In that way, France, which at the time had Europe's largest army, exercised the decisive say. In the course of British-French consultations on September 18 in London, the parties agreed that areas where more than half the population was German must become part of Germany, while Britain and France would guarantee Czechoslovakia's new borders.
On September 20-21, the Czechoslovak government was told that if the British-French proposals were rejected France would ditch its obligations under the treaty of mutual assistance. At the same time, the Western envoys warned against the Czechoslovak leadership seeking an alliance with the U.S.S.R., saying that "if the Czechs joined forces with the Russians, the war might become a crusade against the Bolsheviks. The British and French governments would find it hard to stay aloof."
At the same time, the Soviet Union offered military help to Czechoslovakia disregarding France's position, provided Poland let Soviet troops pass through its territory (at the time, the U.S.S.R. and Czechoslovakia did not have a common border). Still, as declassified documents show, the Czechoslovak government decided to opt for the French and British guarantees and waived Soviet assistance.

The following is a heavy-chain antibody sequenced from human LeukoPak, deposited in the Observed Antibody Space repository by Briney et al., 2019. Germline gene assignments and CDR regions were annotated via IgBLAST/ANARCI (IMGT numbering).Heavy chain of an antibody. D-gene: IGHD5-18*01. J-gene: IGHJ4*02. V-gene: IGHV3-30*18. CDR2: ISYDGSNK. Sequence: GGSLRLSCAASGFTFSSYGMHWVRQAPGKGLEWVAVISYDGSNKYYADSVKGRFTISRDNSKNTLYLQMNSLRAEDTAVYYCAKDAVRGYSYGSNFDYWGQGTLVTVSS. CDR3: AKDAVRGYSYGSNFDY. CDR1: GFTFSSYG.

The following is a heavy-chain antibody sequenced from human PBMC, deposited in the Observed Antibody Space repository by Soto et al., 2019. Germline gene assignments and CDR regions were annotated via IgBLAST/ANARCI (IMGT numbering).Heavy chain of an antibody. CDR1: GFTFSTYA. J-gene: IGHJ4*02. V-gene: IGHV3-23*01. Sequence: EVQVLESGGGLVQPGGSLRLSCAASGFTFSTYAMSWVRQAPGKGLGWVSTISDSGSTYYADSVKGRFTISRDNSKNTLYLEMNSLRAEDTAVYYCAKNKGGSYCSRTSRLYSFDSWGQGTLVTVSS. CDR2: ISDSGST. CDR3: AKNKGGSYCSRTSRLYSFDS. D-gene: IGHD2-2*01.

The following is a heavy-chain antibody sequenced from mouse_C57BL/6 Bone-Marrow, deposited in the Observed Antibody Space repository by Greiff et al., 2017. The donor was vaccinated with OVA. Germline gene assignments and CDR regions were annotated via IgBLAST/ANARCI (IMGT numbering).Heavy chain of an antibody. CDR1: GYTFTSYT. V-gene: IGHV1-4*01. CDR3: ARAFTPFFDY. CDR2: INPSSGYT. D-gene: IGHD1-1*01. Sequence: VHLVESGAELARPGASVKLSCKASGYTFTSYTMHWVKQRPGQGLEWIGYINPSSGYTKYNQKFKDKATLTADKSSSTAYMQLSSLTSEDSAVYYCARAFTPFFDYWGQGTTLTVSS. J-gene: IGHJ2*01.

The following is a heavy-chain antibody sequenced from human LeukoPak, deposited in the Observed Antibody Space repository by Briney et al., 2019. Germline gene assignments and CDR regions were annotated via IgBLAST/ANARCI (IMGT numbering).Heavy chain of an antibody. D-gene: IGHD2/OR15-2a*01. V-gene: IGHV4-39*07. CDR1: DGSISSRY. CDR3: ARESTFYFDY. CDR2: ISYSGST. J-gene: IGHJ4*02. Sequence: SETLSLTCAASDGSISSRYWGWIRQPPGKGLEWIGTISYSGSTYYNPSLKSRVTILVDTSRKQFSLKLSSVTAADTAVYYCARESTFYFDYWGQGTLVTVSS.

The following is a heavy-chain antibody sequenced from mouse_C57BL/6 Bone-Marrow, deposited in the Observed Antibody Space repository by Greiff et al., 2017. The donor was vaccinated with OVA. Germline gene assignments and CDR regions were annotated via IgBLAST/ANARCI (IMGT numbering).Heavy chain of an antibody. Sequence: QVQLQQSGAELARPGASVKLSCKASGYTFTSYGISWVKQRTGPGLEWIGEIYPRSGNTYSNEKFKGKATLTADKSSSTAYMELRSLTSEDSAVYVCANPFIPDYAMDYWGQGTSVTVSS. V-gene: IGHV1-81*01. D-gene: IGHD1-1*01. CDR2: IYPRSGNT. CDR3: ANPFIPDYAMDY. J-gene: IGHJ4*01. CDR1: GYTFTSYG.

On September 22, Germany issued an ultimatum, demanding that the Sudetenland be joined to it. Czechoslovakia and France declared a mobilization. On September 27, Hitler wrote to Chamberlain to say that he was ready to guarantee the borders of the remaining part of Czechoslovakia and discuss details of an agreement.
On September 29-30, 1938 the government leaders of Germany, Italy, France and Britain met in Munich. No Czechoslovak representatives were invited to attend. By 1 a.m. on September 30, the sides signed an agreement which in effect accepted Germany's demands. Only then was the Czechoslovak delegation admitted into the conference hall to hear the verdict passed by others.
At that point Czechoslovakia had two choices: it could accept the ultimatum on the Sudetenland and give it up, or go to war against Germany. Despite a well-developed munitions industry, an army little short of the German army in size and armaments of superb quality, the Czechoslovak National Assembly accepted the Munich decisions for implementation.